Moreover, Japanese Unexamined Patent Publication No. 2001-88294 discloses that by forming a very thin titanium layer on an iridium lower electrode, it is possible to control the crystal orientation of a PZT film to be formed thereon. This manufacturing method includes: forming a base layer whose main component is zirconium oxide on a substrate made of silicon, or the like; forming a lower electrode containing iridium on the base layer; depositing a very thin titanium layer on the lower electrode; forming an amorphous piezoelectric precursor thin film containing metal element and oxygen element, which forms a ferroelectric having piezoelectric characteristics, on the titanium layer; and heating and crystallizing the amorphous thin film at a high temperature (a sol-gel method), thereby turning the amorphous thin film into a perovskite piezoelectric thin film. With this manufacturing method, the crystal orientation of the piezoelectric thin film such as PZT can be controlled by the thickness of the titanium layer, and a (100)-oriented film is obtained when the thickness of the titanium layer is set to be 2 to 10 nm.

Furthermore, Japanese Unexamined Patent Publication No. 11-191646 discloses that where a piezoelectric thin film is formed by using a sol-gel method, a (100)-oriented PZT film can be obtained by forming a titanium layer having a thickness of 4 to 6 nm on a (111)-oriented Pt electrode and using titanium oxide, which is formed through oxidization of titanium in the titanium layer, as a nucleus.

However, while the methods described above are desirable methods that do not use an expensive MgO single-crystal substrate, it is difficult to obtain a well-oriented film having a desirable crystallinity in the film formation process, as in the case of forming a piezoelectric thin film on an MgO single-crystal substrate, because the piezoelectric thin film is formed by a sol-gel method. In view of this, an amorphous piezoelectric thin film is first formed, and then the layered structure including the substrate and the piezoelectric thin film is subjected to a heat treatment, so that the crystallographic axes are preferentially oriented in a desirable direction.

Moreover, when piezoelectric elements are mass-produced with a sol-gel method, the amorphous piezoelectric precursor thin film is likely to be cracked due to changes in the volume during the degreasing step of removing organic substances. Furthermore, in the step of heating and crystallizing the amorphous piezoelectric precursor thin film at a high temperature, the film is likely to be cracked or peeled off from the lower electrode due to crystal changes.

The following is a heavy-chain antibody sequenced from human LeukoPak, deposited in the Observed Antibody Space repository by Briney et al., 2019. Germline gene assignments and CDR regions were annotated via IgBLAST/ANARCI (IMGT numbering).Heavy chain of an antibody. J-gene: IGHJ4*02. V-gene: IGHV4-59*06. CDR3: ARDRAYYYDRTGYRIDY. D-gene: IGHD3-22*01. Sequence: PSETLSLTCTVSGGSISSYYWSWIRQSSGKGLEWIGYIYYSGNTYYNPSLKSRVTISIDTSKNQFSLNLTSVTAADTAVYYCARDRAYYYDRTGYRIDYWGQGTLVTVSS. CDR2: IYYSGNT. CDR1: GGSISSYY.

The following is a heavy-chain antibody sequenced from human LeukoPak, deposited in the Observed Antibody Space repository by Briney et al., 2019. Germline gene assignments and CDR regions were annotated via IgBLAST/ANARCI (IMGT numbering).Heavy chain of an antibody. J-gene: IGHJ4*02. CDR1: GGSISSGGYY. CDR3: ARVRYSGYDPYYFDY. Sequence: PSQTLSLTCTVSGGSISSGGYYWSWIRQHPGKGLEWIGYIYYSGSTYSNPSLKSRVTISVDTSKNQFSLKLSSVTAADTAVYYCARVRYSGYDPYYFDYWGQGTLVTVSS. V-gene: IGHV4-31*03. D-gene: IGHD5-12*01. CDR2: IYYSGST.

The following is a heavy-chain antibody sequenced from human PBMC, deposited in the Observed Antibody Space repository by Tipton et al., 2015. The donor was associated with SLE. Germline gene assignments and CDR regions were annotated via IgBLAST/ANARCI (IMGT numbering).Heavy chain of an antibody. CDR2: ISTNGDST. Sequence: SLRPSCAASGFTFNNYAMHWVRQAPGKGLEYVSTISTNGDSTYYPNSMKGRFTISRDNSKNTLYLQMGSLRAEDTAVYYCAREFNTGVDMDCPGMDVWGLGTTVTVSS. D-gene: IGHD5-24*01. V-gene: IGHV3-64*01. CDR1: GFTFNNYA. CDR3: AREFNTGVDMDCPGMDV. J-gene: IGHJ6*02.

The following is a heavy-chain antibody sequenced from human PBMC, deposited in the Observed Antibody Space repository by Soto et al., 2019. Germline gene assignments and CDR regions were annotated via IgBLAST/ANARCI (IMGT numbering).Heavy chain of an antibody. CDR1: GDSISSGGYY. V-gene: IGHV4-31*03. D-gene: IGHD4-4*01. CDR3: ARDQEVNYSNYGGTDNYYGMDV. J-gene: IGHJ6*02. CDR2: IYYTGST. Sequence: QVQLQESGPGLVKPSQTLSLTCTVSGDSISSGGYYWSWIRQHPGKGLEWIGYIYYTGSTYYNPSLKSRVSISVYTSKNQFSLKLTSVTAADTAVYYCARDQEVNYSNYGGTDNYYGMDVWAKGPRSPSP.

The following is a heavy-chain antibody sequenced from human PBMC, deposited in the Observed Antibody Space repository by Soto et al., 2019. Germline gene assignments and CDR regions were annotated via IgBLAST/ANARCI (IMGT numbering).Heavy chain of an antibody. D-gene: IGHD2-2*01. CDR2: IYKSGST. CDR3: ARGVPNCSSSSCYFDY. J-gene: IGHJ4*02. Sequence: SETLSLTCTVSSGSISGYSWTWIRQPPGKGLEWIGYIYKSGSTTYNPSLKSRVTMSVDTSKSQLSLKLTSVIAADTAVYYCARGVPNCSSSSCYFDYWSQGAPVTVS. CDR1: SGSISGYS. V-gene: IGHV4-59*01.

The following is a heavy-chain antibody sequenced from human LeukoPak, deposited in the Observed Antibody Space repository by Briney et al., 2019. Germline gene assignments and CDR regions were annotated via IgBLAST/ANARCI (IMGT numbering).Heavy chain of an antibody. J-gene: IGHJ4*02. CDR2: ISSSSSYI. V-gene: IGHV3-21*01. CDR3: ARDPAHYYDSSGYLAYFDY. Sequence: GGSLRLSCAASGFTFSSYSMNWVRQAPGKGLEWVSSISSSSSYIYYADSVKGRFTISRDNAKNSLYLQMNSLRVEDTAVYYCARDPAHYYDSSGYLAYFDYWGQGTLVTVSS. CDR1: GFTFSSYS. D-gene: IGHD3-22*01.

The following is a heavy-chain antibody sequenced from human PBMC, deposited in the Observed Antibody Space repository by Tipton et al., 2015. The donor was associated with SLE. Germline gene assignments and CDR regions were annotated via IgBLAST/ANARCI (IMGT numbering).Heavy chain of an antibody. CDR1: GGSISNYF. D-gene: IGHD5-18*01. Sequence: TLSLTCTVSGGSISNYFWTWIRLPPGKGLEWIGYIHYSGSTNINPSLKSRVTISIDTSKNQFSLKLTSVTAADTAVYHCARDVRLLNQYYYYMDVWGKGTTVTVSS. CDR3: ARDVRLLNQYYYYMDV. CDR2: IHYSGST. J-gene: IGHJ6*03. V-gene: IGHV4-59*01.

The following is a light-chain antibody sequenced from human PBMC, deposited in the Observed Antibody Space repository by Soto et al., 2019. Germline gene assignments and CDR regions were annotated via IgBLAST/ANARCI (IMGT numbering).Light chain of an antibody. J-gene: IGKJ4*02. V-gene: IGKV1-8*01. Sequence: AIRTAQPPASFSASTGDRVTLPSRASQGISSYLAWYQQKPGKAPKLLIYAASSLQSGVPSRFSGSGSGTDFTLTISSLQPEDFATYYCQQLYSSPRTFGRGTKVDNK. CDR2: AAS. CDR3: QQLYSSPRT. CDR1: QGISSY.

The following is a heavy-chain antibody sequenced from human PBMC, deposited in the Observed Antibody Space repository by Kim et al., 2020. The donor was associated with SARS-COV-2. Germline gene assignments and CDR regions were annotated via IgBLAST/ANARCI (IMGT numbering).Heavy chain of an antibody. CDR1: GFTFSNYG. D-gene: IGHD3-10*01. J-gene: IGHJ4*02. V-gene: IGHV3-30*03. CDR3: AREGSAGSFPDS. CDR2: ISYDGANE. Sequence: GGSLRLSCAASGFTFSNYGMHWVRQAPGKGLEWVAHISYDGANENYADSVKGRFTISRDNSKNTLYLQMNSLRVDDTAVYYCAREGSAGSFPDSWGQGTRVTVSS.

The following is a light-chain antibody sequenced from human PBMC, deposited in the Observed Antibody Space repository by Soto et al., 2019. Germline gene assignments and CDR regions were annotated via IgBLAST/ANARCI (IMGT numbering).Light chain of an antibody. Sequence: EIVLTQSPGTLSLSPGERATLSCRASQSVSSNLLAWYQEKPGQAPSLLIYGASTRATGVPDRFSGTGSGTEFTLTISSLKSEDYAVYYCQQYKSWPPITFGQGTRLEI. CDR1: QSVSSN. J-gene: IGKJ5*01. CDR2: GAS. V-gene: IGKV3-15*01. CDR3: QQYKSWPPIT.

As a solution to these problems with a sol-gel method, Japanese Unexamined Patent Publication Nos. 2000-252544 and 10-81016 disclose that it is effective to add titanium or titanium oxide in the lower electrode. Particularly, Japanese Unexamined Patent Publication No. 10-81016 shows that a (100)-oriented PZT film can be obtained even with a sputtering method. Note however that a perovskite PZT film is not obtained directly on the lower electrode. First, a PZT film having an amorphous or pyrochlore crystalline structure is formed at a low temperature of 200 C. or less, which is then crystallized through a heat treatment at a high temperature of 500 to 700 C. in an oxygen atmosphere. Therefore, as with a sol-gel method, the film is likely to be cracked or peeled off from the lower electrode due to crystal changes in the step of heating and crystallizing the film at a high temperature. Moreover, the degree of (001) orientation or the degree of (100) orientation of the PZT film formed by a sol-gel method or a sputtering method as described above is 85% or less with either method.